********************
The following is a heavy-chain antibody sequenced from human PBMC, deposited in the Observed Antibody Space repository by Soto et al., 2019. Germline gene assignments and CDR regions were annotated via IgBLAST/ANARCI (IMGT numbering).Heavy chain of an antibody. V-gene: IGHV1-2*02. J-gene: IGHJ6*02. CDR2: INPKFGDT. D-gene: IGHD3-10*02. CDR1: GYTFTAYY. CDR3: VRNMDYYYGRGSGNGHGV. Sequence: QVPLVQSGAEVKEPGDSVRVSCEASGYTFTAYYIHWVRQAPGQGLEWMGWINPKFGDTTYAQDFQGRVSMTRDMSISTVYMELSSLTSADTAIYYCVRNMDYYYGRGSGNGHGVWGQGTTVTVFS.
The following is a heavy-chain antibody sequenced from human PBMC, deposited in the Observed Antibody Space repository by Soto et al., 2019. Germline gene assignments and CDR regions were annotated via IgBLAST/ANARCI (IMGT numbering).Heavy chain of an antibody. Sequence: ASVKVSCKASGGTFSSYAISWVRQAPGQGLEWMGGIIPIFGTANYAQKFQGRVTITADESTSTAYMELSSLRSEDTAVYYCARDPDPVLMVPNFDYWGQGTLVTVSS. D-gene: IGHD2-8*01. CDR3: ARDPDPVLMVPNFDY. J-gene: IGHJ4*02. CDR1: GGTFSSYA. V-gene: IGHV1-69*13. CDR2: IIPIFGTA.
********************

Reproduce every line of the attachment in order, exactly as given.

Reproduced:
The following is a heavy-chain antibody sequenced from human PBMC, deposited in the Observed Antibody Space repository by Soto et al., 2019. Germline gene assignments and CDR regions were annotated via IgBLAST/ANARCI (IMGT numbering).Heavy chain of an antibody. V-gene: IGHV1-2*02. J-gene: IGHJ6*02. CDR2: INPKFGDT. D-gene: IGHD3-10*02. CDR1: GYTFTAYY. CDR3: VRNMDYYYGRGSGNGHGV. Sequence: QVPLVQSGAEVKEPGDSVRVSCEASGYTFTAYYIHWVRQAPGQGLEWMGWINPKFGDTTYAQDFQGRVSMTRDMSISTVYMELSSLTSADTAIYYCVRNMDYYYGRGSGNGHGVWGQGTTVTVFS.
The following is a heavy-chain antibody sequenced from human PBMC, deposited in the Observed Antibody Space repository by Soto et al., 2019. Germline gene assignments and CDR regions were annotated via IgBLAST/ANARCI (IMGT numbering).Heavy chain of an antibody. Sequence: ASVKVSCKASGGTFSSYAISWVRQAPGQGLEWMGGIIPIFGTANYAQKFQGRVTITADESTSTAYMELSSLRSEDTAVYYCARDPDPVLMVPNFDYWGQGTLVTVSS. D-gene: IGHD2-8*01. CDR3: ARDPDPVLMVPNFDY. J-gene: IGHJ4*02. CDR1: GGTFSSYA. V-gene: IGHV1-69*13. CDR2: IIPIFGTA.